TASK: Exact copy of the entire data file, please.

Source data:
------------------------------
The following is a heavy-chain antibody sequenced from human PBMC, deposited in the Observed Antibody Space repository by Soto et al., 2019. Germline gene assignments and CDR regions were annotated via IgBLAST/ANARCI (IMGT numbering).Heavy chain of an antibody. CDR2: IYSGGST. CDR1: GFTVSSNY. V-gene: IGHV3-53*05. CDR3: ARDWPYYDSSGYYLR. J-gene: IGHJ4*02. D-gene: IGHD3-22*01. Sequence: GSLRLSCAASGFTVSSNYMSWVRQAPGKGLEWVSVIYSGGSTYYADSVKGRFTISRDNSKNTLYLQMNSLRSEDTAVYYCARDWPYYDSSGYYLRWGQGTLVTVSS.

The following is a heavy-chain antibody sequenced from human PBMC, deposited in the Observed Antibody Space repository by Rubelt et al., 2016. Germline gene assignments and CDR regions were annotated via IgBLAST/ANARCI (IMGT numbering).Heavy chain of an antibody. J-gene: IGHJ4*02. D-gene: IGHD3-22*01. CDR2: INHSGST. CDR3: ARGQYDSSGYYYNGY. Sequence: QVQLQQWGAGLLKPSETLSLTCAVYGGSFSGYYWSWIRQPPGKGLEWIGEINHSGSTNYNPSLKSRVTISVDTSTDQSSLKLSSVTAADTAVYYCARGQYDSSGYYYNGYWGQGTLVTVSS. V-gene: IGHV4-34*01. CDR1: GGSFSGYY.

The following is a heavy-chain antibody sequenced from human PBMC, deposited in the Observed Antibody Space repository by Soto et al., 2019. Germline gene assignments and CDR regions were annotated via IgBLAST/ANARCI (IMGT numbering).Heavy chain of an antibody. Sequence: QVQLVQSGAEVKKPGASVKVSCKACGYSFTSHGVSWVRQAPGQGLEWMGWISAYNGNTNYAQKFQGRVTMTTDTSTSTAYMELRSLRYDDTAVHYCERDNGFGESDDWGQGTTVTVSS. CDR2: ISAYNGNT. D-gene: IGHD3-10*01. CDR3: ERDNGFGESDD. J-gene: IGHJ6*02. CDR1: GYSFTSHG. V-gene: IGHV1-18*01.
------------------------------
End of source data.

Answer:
The following is a heavy-chain antibody sequenced from human PBMC, deposited in the Observed Antibody Space repository by Soto et al., 2019. Germline gene assignments and CDR regions were annotated via IgBLAST/ANARCI (IMGT numbering).Heavy chain of an antibody. CDR2: IYSGGST. CDR1: GFTVSSNY. V-gene: IGHV3-53*05. CDR3: ARDWPYYDSSGYYLR. J-gene: IGHJ4*02. D-gene: IGHD3-22*01. Sequence: GSLRLSCAASGFTVSSNYMSWVRQAPGKGLEWVSVIYSGGSTYYADSVKGRFTISRDNSKNTLYLQMNSLRSEDTAVYYCARDWPYYDSSGYYLRWGQGTLVTVSS.

The following is a heavy-chain antibody sequenced from human PBMC, deposited in the Observed Antibody Space repository by Rubelt et al., 2016. Germline gene assignments and CDR regions were annotated via IgBLAST/ANARCI (IMGT numbering).Heavy chain of an antibody. J-gene: IGHJ4*02. D-gene: IGHD3-22*01. CDR2: INHSGST. CDR3: ARGQYDSSGYYYNGY. Sequence: QVQLQQWGAGLLKPSETLSLTCAVYGGSFSGYYWSWIRQPPGKGLEWIGEINHSGSTNYNPSLKSRVTISVDTSTDQSSLKLSSVTAADTAVYYCARGQYDSSGYYYNGYWGQGTLVTVSS. V-gene: IGHV4-34*01. CDR1: GGSFSGYY.

The following is a heavy-chain antibody sequenced from human PBMC, deposited in the Observed Antibody Space repository by Soto et al., 2019. Germline gene assignments and CDR regions were annotated via IgBLAST/ANARCI (IMGT numbering).Heavy chain of an antibody. Sequence: QVQLVQSGAEVKKPGASVKVSCKACGYSFTSHGVSWVRQAPGQGLEWMGWISAYNGNTNYAQKFQGRVTMTTDTSTSTAYMELRSLRYDDTAVHYCERDNGFGESDDWGQGTTVTVSS. CDR2: ISAYNGNT. D-gene: IGHD3-10*01. CDR3: ERDNGFGESDD. J-gene: IGHJ6*02. CDR1: GYSFTSHG. V-gene: IGHV1-18*01.